Brightsurf Science News & Current Events

January 25, 2005
Choosing where to look - and changing your mind
Where we choose to look is fundamental to our interactions with other human beings.

Scientists identify brain regions that decide where we look
Scientists have found the brain regions that decide where we look, and where to direct our eyes when we're faced with a difficult choice, such as looking someone straight in the eye or looking away.

Immune cells become potent cancer killers after genetic redirection
Scientists have made significant progress towards understanding how the immune system can be more specifically and efficiently targeted against cancer cells.

Sunken tanker may help cleanup in future accidents
A model of the leak dynamics of the oil tanker, Prestige, that sunk off the coast of Spain in 2002, may help assess recovery and cleanup methods for future tanker accidents, according to an international team of researchers.

Thinking of prepositions turns brain 'on' in different ways
Parts of the human brain think about the same word differently, at least when it comes to prepositions, according to new language research in stroke patients conducted by scientists at Purdue University and the University of Iowa.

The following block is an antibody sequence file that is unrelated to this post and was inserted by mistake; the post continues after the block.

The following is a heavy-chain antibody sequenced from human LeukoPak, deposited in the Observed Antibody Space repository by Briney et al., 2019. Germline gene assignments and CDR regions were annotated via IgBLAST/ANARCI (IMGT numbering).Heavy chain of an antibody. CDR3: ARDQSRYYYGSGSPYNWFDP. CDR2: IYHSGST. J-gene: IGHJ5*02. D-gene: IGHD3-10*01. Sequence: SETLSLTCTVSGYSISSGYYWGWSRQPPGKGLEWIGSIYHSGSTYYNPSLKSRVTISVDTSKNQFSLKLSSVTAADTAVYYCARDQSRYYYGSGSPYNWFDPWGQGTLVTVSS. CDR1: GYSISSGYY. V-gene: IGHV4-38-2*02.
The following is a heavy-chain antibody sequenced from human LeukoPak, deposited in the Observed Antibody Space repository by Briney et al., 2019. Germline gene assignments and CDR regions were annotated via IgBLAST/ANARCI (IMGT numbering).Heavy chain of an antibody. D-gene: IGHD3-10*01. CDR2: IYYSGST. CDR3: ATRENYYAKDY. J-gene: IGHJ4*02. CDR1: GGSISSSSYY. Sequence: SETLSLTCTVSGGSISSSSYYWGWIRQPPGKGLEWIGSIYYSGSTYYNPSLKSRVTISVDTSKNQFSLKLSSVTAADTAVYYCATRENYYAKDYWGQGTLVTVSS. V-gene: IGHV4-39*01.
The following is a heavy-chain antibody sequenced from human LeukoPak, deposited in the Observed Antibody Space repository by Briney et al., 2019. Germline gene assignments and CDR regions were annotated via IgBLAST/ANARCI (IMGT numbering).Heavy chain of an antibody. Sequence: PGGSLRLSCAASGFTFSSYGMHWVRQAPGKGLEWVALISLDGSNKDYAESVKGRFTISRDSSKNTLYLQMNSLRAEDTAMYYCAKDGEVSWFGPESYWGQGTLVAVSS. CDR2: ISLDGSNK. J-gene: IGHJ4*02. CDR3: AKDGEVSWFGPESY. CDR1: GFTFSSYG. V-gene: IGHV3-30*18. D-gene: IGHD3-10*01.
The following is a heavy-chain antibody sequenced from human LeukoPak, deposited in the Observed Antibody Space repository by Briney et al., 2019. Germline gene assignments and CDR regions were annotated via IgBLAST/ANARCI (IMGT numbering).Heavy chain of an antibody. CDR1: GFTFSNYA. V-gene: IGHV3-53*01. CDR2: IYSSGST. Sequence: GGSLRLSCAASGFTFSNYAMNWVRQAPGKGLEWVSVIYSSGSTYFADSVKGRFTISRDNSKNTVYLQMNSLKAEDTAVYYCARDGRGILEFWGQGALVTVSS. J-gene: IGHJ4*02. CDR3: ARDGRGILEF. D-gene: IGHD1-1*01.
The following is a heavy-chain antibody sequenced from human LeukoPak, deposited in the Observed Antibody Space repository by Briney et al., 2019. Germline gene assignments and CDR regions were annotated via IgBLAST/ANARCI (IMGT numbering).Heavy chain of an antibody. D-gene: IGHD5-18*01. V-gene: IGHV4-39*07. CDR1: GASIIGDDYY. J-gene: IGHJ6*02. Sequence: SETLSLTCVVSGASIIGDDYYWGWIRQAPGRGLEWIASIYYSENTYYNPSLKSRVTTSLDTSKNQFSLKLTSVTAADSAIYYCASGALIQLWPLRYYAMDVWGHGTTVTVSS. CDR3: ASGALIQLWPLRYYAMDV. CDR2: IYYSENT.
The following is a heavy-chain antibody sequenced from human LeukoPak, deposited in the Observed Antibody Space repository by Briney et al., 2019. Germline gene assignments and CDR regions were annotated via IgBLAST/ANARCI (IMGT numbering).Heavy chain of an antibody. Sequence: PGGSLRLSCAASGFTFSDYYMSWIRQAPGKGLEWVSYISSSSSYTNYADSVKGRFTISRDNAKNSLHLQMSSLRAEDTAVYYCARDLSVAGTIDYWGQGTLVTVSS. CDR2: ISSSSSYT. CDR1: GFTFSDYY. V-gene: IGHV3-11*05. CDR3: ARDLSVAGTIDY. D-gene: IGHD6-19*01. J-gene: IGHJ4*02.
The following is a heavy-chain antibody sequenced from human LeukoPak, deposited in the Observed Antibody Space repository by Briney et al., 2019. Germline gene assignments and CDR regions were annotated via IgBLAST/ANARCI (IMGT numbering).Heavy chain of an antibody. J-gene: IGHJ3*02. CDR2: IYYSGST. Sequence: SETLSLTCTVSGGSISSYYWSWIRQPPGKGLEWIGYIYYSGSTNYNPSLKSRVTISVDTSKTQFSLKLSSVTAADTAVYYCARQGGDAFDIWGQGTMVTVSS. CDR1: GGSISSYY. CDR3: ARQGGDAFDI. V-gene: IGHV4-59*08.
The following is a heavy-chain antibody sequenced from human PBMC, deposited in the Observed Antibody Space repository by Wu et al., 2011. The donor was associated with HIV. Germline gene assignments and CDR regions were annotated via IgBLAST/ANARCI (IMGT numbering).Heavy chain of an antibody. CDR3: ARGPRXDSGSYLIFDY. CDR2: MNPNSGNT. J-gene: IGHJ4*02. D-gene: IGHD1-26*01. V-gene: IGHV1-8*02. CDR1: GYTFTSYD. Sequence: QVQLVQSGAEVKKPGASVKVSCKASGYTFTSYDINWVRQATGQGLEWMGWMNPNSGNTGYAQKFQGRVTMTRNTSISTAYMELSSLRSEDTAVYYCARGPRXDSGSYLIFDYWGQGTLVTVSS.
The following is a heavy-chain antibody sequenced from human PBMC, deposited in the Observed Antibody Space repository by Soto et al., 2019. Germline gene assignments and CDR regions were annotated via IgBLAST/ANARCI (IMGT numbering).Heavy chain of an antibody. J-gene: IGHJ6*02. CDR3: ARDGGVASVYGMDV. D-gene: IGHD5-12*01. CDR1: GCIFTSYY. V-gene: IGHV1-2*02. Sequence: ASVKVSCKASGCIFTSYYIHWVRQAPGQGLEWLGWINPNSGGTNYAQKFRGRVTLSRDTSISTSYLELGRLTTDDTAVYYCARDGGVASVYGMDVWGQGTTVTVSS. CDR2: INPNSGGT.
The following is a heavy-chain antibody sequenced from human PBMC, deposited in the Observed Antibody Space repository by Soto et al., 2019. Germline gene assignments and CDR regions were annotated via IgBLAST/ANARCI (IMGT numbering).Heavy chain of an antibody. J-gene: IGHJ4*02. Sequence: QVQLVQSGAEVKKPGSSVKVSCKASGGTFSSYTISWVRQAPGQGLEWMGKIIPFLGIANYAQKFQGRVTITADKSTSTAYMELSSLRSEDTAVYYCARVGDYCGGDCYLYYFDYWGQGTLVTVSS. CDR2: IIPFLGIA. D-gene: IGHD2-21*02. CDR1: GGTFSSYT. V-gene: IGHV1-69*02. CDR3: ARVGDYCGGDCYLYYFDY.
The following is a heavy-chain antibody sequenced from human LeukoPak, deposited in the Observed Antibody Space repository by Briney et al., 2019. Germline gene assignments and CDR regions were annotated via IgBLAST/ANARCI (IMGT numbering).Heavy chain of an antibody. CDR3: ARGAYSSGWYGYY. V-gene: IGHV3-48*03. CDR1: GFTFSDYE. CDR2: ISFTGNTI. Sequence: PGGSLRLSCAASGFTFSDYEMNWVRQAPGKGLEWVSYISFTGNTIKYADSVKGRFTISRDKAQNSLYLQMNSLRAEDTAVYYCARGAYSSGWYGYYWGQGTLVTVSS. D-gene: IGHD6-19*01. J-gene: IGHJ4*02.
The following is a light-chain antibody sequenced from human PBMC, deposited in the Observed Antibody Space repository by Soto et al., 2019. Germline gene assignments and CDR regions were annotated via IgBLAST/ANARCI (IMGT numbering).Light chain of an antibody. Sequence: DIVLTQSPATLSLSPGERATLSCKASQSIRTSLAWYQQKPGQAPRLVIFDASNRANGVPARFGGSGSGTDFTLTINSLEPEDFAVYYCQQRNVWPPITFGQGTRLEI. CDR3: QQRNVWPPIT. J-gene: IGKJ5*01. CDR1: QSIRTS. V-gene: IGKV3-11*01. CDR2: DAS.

Reviparin effective in reducing risk of death after heart attack
The drug reviparin (a low molecular weight heparin anticoagulant), when administered to patients with a heart attack, is effective in reducing the risk of death and the risk of a subsequent heart attack, according to a study in the January 26 issue of JAMA.

UI researchers advance understanding of sexual evolution
University of Iowa researchers have uncovered evidence of sexual reproduction in a single-celled organism long thought to reproduce asexually, according to a paper published in the January 26, 2005 issue of the journal Current Biology.

Study in Royal Society journal on sense of fairness in chimpanzees
Royal Society journals release including studies on sense of fairness in chimpanzees and the bioeconomics of bushmeat hunting.

New measure helps determine how much risk investors can tolerate
An Ohio State University researcher has helped develop a new measure that he says is a better way to calculate how much risk people are willing to take in their investments.

Yellowstone microbes fueled by hydrogen, according to U. of Colorado study
Microbes living in the brilliantly colored hot springs of Yellowstone National Park use primarily hydrogen for fuel, a discovery University of Colorado at Boulder researchers say bodes well for life in extreme environments on other planets and could add to understanding of bacteria inside the human body.

Interaction between stem cells and their niches key to differentiation
Duke University Medical Center cell biologists have defined a signaling system between stem cells and the specialized

Engineers improving programs needed for nuclear reactor safety